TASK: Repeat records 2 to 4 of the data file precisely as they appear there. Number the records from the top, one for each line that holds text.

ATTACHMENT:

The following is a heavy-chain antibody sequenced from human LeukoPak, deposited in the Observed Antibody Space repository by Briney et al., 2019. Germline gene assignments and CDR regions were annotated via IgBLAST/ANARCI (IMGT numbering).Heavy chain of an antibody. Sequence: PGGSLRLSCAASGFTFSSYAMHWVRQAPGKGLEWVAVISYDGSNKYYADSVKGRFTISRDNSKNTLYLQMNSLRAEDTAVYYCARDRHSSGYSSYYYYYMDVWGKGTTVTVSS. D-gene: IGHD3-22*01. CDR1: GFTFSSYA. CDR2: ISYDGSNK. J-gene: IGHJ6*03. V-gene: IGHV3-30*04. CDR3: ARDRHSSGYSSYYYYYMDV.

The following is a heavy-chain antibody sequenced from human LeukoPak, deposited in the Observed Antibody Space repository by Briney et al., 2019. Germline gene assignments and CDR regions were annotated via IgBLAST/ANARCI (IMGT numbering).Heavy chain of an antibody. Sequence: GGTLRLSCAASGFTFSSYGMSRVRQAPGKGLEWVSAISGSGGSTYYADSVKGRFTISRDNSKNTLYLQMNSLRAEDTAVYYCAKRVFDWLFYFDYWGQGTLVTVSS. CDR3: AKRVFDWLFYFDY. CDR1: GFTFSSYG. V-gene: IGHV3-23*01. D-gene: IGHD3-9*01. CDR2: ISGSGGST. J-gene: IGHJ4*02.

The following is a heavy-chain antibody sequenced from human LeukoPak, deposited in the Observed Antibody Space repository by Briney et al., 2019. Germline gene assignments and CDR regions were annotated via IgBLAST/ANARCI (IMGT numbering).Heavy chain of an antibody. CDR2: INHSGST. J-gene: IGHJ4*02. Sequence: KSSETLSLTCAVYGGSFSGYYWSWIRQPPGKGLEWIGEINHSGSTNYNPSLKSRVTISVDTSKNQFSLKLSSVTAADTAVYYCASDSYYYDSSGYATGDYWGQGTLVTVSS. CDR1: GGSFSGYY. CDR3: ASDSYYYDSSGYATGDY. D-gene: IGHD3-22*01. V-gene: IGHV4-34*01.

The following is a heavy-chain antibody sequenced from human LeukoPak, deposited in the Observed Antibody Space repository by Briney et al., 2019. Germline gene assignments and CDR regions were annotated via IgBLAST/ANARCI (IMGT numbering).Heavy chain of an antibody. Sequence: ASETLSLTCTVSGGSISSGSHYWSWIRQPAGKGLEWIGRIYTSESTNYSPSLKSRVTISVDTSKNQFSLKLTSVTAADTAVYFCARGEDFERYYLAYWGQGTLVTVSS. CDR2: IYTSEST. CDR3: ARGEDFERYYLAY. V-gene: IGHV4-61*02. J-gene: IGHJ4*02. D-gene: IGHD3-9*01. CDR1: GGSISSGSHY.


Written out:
The following is a heavy-chain antibody sequenced from human LeukoPak, deposited in the Observed Antibody Space repository by Briney et al., 2019. Germline gene assignments and CDR regions were annotated via IgBLAST/ANARCI (IMGT numbering).Heavy chain of an antibody. Sequence: GGTLRLSCAASGFTFSSYGMSRVRQAPGKGLEWVSAISGSGGSTYYADSVKGRFTISRDNSKNTLYLQMNSLRAEDTAVYYCAKRVFDWLFYFDYWGQGTLVTVSS. CDR3: AKRVFDWLFYFDY. CDR1: GFTFSSYG. V-gene: IGHV3-23*01. D-gene: IGHD3-9*01. CDR2: ISGSGGST. J-gene: IGHJ4*02.

The following is a heavy-chain antibody sequenced from human LeukoPak, deposited in the Observed Antibody Space repository by Briney et al., 2019. Germline gene assignments and CDR regions were annotated via IgBLAST/ANARCI (IMGT numbering).Heavy chain of an antibody. CDR2: INHSGST. J-gene: IGHJ4*02. Sequence: KSSETLSLTCAVYGGSFSGYYWSWIRQPPGKGLEWIGEINHSGSTNYNPSLKSRVTISVDTSKNQFSLKLSSVTAADTAVYYCASDSYYYDSSGYATGDYWGQGTLVTVSS. CDR1: GGSFSGYY. CDR3: ASDSYYYDSSGYATGDY. D-gene: IGHD3-22*01. V-gene: IGHV4-34*01.

The following is a heavy-chain antibody sequenced from human LeukoPak, deposited in the Observed Antibody Space repository by Briney et al., 2019. Germline gene assignments and CDR regions were annotated via IgBLAST/ANARCI (IMGT numbering).Heavy chain of an antibody. Sequence: ASETLSLTCTVSGGSISSGSHYWSWIRQPAGKGLEWIGRIYTSESTNYSPSLKSRVTISVDTSKNQFSLKLTSVTAADTAVYFCARGEDFERYYLAYWGQGTLVTVSS. CDR2: IYTSEST. CDR3: ARGEDFERYYLAY. V-gene: IGHV4-61*02. J-gene: IGHJ4*02. D-gene: IGHD3-9*01. CDR1: GGSISSGSHY.